In late March, ice jams along the Yellowstone River caused flooding of agricultural land and residential properties near East Fairview, North Dakota.
According to the McKenzie County emergency manager, more than 14,000 acres and 29 homes were impacted.
However, some Fairview residents told KX News that even though the flood waters have receded their problems have not.
“We have been here 70 years, and there has never been a drop of water around here. . . overnight it is gone. . . basically, you are starting over from scratch,” said Jack Damm, Fairview resident, and flood victim.
Damm has lived in his home for more than 60 years, and on the day of the flood the water levels were about four to five feet high on his property, and on the inside of his house, things are not much better.
“Well the water in here(kitchen)was about 15 to 16 inches, and you can see the discoloration on the cabinets,” said Damm.
He and his wife are currently displaced and staying with some friends, along with about 300 totes of personal belongings that were able to be saved.
However, he said his home will have to be demolished, and he plans to rebuild the foundation and place a new manufactured home from Billings, MT on top of it.
He doesn’t think he will be able to move back to his property and live in his new home until September.
Damm said the whole process will cost him more than $350,000.
“We just don’t think it is safe or healthy to live in it( current home),” said Damm.
His neighbors Kim and Casey Schlothauer said they are in the same situation.
Their home is a complete loss, and the damages that they have occurred on their property are astronomical.
The Schlothauer’s and their two kids, Jake and Brock, are currently staying with friends, and haven’t decided yet if they will they’ll rebuild or relocate.
“I think the hardest part has been not coming home after school,” said Brock Schlothauer.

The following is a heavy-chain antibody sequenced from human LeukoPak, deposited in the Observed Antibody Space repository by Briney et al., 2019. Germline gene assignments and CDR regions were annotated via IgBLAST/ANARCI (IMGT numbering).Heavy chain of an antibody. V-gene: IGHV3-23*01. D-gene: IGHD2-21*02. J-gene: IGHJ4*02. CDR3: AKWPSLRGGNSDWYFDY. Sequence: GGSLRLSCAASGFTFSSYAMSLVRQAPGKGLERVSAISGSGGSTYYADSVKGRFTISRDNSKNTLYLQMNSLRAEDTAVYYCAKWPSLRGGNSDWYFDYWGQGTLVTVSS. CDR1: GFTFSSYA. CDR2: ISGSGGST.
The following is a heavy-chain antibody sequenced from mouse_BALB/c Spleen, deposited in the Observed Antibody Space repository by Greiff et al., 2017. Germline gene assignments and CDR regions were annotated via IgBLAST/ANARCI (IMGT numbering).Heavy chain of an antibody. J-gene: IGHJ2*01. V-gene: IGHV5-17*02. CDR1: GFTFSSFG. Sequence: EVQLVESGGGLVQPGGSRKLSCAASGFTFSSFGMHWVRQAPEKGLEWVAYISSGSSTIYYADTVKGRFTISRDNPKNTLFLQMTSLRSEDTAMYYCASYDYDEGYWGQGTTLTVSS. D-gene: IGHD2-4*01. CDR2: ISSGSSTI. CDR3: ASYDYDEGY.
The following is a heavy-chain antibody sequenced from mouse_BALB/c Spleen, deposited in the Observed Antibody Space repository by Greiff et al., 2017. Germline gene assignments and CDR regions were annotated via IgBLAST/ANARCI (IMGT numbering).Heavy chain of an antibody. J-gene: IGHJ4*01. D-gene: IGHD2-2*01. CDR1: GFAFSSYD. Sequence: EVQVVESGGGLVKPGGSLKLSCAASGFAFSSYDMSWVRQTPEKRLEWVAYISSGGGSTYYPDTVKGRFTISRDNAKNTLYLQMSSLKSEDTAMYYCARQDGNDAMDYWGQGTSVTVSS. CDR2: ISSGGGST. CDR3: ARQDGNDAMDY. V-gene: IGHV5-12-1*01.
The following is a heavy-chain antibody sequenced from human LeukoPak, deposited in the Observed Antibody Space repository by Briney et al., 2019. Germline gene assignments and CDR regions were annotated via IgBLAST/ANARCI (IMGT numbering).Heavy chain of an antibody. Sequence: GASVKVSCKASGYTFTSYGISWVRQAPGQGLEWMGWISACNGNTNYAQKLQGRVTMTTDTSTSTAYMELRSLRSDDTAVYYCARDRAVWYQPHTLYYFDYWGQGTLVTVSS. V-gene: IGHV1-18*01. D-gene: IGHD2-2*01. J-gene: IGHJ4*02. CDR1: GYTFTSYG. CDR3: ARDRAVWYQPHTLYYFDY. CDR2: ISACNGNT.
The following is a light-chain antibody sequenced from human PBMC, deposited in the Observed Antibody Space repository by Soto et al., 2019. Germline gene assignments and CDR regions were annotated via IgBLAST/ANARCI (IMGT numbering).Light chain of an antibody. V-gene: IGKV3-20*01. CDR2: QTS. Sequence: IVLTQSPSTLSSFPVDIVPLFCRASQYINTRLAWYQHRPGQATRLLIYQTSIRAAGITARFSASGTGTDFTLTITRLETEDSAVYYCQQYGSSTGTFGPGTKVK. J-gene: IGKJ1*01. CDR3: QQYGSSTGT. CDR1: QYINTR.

Kim Scholthauer added,” . . . everything is all over the place. Every part of it has been difficult”.
Back in March, many of the fields in the Fairview area were completely under the water, but Damm and Casey Scholthauer, who farm sugar beets and spring wheat, said they feel large portions of their cropland can be salvaged this season.
“It’s taken a lot of work, and there is some that won’t be plantable, but we are getting there. We are getting a crop in,” said Casey Schlothauer.
Casey Scholthauer’s cousin, Dirk Schlothauer, said the flood caused his grain bins to explode.
Of the 25,000 bushels that spilled out, only 20 percent is salvageable.
He said the crop loss and damage to his bins will cost him about $200,000.
“Yeah, I don’t know if there is going to be a way to recoup what I loss. I hope I am in good enough financial standing that I can borrow the money and carry on,” said Dirk Schlothauer.
Earlier this month North Dakota Agriculture Commissioner Doug Goehring announced some programs to help individuals impacted by the flooding in McKenzie County.
One is an Emergency Conservation Program form the USDA Farm Service Agency, which provides a 75 percent cost share for the restoration and repair of agricultural lands impacted by disaster events.
The other is a Buydown Loan program and a Rebuilders Loan program from the Bank of North Dakota for homeowners who suffered extraordinary losses and damage during the flood.
Damm said he is he’s looking to participate in the buydown loan program, but some of the other residents KX News talked to said things are still in the early stages from them, and they don’t know if they qualify for some of the programs.
However, whatever happens, they know the community will be there for them.
The Mckenzie County emergency manager, Karolin Jappe, said funds are being raised in the community to help flood victims.
It’s being organized by the North Dakota Community Foundation and Lutheran Social Services.